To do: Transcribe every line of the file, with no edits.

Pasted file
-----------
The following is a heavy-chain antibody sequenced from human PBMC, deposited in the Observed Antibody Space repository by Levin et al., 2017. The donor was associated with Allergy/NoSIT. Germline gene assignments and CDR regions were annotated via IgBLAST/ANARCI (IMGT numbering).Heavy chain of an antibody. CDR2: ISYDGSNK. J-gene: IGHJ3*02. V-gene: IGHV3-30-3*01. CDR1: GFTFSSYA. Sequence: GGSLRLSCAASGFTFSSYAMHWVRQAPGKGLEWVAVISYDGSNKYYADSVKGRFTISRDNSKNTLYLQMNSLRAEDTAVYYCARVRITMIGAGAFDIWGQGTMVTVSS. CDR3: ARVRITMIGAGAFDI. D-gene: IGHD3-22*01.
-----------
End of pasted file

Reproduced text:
The following is a heavy-chain antibody sequenced from human PBMC, deposited in the Observed Antibody Space repository by Levin et al., 2017. The donor was associated with Allergy/NoSIT. Germline gene assignments and CDR regions were annotated via IgBLAST/ANARCI (IMGT numbering).Heavy chain of an antibody. CDR2: ISYDGSNK. J-gene: IGHJ3*02. V-gene: IGHV3-30-3*01. CDR1: GFTFSSYA. Sequence: GGSLRLSCAASGFTFSSYAMHWVRQAPGKGLEWVAVISYDGSNKYYADSVKGRFTISRDNSKNTLYLQMNSLRAEDTAVYYCARVRITMIGAGAFDIWGQGTMVTVSS. CDR3: ARVRITMIGAGAFDI. D-gene: IGHD3-22*01.